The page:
In the Kalmykian capital of Elista on 21 September as many as 2,500 protesters came out to the streets calling for the removal of Kalmykia President Kirsan Ilyumzhinov, who is widely regarded as one of the most autocratic local rulers in Russia. Local police, backed up by Interior Ministry forces from Volgograd and Astrakhan oblasts and other neighboring regions, violently broke up the demonstration, arresting about 80 participants and sending 11 to the hospital, "Nezavisimaya gazeta" reported on 24 September. The daily reported that the suppression of the peaceful rally in Elista can be considered the first "successful" operation of the new joint command of the Southern Federal District, where the decision to send outside forces to the republic was reportedly made.

The Kremlin's attitude toward Ilyumzhinov is by no means clear. On the one hand, the administration clearly backed opposition leader Baatr Shondzhiev in the republic's October 2002 election. However, the second round of that election came in the immediate aftermath of the major hostage crisis at a Moscow theater, and "Moskovskii komsomolets" commented on 27 September that the Kremlin might have turned a blind eye to the numerous campaign violations during that poll out of considerations for stability in the region. Shondzhiev told "Moskovskii komsomolets" on 23 September, following the Elista protest, that the Kremlin supports Ilyumzhinov because "the central authorities do not want another [source of] tension in the North Caucasus" in the wake of the hostage taking in Beslan, North Ossetia, last month.

But the coverage of the Elista protest by the Kremlin-controlled national television channels led many commentators to speculate that Moscow is sympathetic to the demonstrators. "This is a revolution from below," analyst Andrei Piontkovskii told "Moskovskii komsomolets" on 27 September, "but one that has the sympathies of the federal center. If only because otherwise we wouldn't be seeing these demonstrations on our television screens."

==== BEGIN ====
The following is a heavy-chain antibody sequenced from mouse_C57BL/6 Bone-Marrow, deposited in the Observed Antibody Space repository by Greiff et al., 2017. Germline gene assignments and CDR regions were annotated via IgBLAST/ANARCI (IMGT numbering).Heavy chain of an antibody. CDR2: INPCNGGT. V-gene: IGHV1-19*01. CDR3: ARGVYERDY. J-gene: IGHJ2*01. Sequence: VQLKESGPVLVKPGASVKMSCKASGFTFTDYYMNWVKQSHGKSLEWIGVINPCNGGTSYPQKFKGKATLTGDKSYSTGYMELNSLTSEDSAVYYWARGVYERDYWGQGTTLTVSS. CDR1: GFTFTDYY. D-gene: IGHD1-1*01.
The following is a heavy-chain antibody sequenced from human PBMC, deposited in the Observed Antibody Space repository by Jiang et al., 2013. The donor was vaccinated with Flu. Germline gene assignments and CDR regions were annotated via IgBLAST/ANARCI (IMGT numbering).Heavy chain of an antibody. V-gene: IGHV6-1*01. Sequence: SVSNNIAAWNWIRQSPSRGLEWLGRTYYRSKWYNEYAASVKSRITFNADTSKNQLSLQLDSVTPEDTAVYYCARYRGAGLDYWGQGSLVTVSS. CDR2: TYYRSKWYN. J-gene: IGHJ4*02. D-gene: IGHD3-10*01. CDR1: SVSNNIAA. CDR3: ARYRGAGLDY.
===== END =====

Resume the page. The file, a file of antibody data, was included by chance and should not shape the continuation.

"Moskovskii komsomolets" and other Russian media have gone further to suggest even that the Kremlin is willing to ignore reports of ties between Ilyumzhinov and Chechen fighters, including possibly radical Chechen field commander Shamil Basaev. Likewise, reported that Tatarstan's Shaimiev has had contacts with Chechen President Aslan Maskhadov and at one time allowed the breakaway Chechen administration of Ichkeria to set up a representation in the republic. Such policies, the website argues, have fostered the growth of Islamist extremism, especially Wahhabism, in the region.

In the cases of both Tatarstan and Kalmykia, there seems to be unexpected support from local political elites for Putin's proposal to eliminate the direct election of regional-administration heads. "Under the pretext of combating terrorism it is unacceptable to combat one's political opponents," State Duma Deputy Speaker Sergei Baburin told "Moskovskii komsomolets" on 25 September, following the Elista demonstrations. Nonetheless, it would seem that in these republics both the opposition and the establishment intend to do just that.